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Bm7b5, E7, Fmaj7 are of course the 2nd, 5th and 6th degree of A harmonic minor, but if I'm in Fmaj what are they?

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    A harmonic minor isn't a key - it's a scale.
    – Tim
    Apr 15, 2022 at 12:11
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    That is correct
    – Clabis
    Apr 15, 2022 at 12:17
  • Honestly, I'd rather ditch the notion that you're in F major for the entire chord progression. Tonicize/modulate to A minor if necessary.
    – Dekkadeci
    Apr 15, 2022 at 12:32
  • What have you established as the key around that point in the piece? There may be no need (apart from academic) to be in F.
    – Tim
    Apr 15, 2022 at 13:24
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    @Clabis it seems your question is unclear. Is Bø E7 Fmaj7 a progression, or just three chords appearing at various times? Could you edit your question to include the progression, perhaps with what is preceding it, for the context? Apr 15, 2022 at 19:57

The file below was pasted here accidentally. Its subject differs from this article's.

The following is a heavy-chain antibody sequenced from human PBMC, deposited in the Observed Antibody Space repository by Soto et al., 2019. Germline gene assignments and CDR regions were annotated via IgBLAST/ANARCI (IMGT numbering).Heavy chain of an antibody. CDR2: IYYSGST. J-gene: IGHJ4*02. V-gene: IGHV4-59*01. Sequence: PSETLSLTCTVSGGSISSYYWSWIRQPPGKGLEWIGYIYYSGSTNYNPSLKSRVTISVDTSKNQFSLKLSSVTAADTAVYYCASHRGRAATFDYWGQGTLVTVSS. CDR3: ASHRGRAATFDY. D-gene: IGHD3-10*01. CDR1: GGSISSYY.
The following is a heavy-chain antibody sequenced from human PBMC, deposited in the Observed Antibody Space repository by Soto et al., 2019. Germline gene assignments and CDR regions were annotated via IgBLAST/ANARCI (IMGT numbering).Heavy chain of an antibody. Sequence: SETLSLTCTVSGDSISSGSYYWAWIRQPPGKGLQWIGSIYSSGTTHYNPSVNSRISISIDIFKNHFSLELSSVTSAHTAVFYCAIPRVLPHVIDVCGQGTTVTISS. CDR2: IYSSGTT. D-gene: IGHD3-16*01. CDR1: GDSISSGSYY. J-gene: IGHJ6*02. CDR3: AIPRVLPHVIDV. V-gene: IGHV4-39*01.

2 Answers 2

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In the key of FMaj, the chords Bø7 and E7 are the ♯ivø and VII7, respectively. FMaj, of course, would be the I.

In jazz, the ♯ivø and VII7 chords commonly appear in progressions like this:

| Bø7 E7alt | Amin7 D7alt | Gmin7 C7 | FMaj7   |

which are characterized by a sequence of ii-V's that take us around the circle of 5ths.

The ♯IVø also frequently appears in progressions like this (as we see in Night and Day by Cole Porter):

| Bø7       | B♭min7      | Amin7    | A♭dim   |
| Gmin7     | C7          | FMaj7    |         |

Note: for convenience I've written Bmin7♭5 as Bø7, but they mean the same thing. I've tried to write an answer that:

  • accepts the stated assumption that the key is FMaj,
  • identifies the function of the given chords (as requested), and
  • provides examples of how those chords typically appear.